Neonatal Imitation of Adults
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Neonatal imitation is the act of doing the same movement (usually a facial expression) after seeing it performed by a social partner. This is not a human-unique capacity. Neonatal imitation of adults is experimentally tested by making specific facial expressions at infants directly after birth (i.e., mouth opening and tongue protrusion) and measuring whether the infant imitates by making the same facial expression. This capacity for early imitation of facial expressions represents the biological underpinnings of the set of important social cognitive capacities that humans and great apes possess. Imitation plays a crucial role in transmission of culture and facilitating social bonds. Neonatal imitation is distinct from other later forms of imitation, and seems to be largely reflexive, as the early ability to match facial expressions is inhibited at around 2-3 months of age when other infantile reflexes start to fade. This ability is driven by the capacity of infants to cross-modally process visual and motor information and to detect the equivalent motor response. The capacity for neonatal imitation has been demonstrated in all populations tested thus far, even outside of the commonly tested Western, educated, industrialized, rich, and democratic cultures. For example, observations of Nepalese infants one hour post-partum demonstrated that they could imitate the facial expressions of an experimenter.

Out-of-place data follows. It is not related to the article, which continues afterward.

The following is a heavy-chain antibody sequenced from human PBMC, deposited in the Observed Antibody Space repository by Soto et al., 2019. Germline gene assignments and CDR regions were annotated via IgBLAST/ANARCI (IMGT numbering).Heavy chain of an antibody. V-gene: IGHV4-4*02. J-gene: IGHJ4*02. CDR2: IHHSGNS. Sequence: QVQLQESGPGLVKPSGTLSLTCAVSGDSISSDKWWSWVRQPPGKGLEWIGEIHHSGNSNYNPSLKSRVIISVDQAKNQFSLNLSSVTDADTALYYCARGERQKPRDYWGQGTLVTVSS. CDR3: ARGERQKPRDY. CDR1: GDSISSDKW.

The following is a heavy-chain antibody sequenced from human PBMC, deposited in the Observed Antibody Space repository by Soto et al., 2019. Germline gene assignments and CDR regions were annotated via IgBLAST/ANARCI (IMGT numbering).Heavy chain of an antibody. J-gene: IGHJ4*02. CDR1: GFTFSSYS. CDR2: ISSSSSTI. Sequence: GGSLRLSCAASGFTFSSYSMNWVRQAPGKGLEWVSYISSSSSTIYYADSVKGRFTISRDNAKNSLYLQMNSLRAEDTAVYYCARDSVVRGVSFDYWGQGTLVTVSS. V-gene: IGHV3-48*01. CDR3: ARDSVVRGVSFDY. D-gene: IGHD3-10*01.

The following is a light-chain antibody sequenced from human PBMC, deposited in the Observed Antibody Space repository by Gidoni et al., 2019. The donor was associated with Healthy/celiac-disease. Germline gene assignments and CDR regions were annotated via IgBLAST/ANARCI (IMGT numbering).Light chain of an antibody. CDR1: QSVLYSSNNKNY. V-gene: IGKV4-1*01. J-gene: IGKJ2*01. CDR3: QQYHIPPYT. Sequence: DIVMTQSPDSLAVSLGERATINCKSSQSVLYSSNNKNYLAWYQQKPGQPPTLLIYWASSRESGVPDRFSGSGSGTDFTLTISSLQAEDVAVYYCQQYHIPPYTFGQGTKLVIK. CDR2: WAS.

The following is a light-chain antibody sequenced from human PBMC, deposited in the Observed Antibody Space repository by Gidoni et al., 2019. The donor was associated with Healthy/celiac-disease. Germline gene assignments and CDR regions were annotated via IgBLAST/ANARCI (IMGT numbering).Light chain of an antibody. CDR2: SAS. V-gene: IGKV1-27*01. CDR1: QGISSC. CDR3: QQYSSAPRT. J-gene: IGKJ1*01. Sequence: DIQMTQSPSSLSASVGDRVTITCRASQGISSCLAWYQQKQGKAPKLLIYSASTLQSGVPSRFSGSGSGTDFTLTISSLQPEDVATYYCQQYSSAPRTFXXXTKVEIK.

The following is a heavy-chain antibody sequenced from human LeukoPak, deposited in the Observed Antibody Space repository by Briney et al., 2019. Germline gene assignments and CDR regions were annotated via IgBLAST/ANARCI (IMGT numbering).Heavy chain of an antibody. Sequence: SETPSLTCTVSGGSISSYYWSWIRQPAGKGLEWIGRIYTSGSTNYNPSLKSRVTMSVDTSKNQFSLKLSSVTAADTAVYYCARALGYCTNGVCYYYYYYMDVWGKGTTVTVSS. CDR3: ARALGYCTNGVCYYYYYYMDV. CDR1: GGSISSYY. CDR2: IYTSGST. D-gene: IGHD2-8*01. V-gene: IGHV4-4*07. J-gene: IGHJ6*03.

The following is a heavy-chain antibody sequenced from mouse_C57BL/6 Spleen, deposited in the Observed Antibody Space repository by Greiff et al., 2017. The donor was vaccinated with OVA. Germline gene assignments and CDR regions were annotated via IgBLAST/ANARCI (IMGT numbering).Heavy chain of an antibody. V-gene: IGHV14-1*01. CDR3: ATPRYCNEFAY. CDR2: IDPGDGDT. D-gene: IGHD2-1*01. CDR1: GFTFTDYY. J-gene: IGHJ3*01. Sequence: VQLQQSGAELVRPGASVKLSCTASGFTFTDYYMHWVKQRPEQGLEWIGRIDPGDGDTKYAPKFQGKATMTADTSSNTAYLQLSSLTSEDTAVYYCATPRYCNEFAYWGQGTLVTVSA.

There is empirical evidence for facial imitation of adult humans in one-week-old chimpanzees, even after being reared by their biological mothers. There is also evidence for imitation of facial expression on the first day of life in newborn rhesus macaques. Importantly, the capacity for early facial imitation disappeared after two months, just as in humans, suggesting that this is an innate, reflexive capacity. The mechanism underlying human imitation for complex actions later in development is likely different from that which underlies neonatal imitation of facial expressions, which is shared between humans, chimpanzees, and other primates. The capacity for neonatal facial imitation emerged before the human lineage split from that of old world primates, while other more complex social-cognitive capacities emerged much later in homo erectus.
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